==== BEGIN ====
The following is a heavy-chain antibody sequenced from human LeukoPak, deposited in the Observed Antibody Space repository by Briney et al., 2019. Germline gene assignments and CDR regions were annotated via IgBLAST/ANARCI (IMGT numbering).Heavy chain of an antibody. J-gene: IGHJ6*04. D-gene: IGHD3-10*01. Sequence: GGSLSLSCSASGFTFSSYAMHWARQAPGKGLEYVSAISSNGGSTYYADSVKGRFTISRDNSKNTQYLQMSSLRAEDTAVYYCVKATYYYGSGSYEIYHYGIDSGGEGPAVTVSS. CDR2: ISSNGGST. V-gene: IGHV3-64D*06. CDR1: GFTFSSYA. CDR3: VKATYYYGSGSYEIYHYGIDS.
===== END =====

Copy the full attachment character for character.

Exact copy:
The following is a heavy-chain antibody sequenced from human LeukoPak, deposited in the Observed Antibody Space repository by Briney et al., 2019. Germline gene assignments and CDR regions were annotated via IgBLAST/ANARCI (IMGT numbering).Heavy chain of an antibody. J-gene: IGHJ6*04. D-gene: IGHD3-10*01. Sequence: GGSLSLSCSASGFTFSSYAMHWARQAPGKGLEYVSAISSNGGSTYYADSVKGRFTISRDNSKNTQYLQMSSLRAEDTAVYYCVKATYYYGSGSYEIYHYGIDSGGEGPAVTVSS. CDR2: ISSNGGST. V-gene: IGHV3-64D*06. CDR1: GFTFSSYA. CDR3: VKATYYYGSGSYEIYHYGIDS.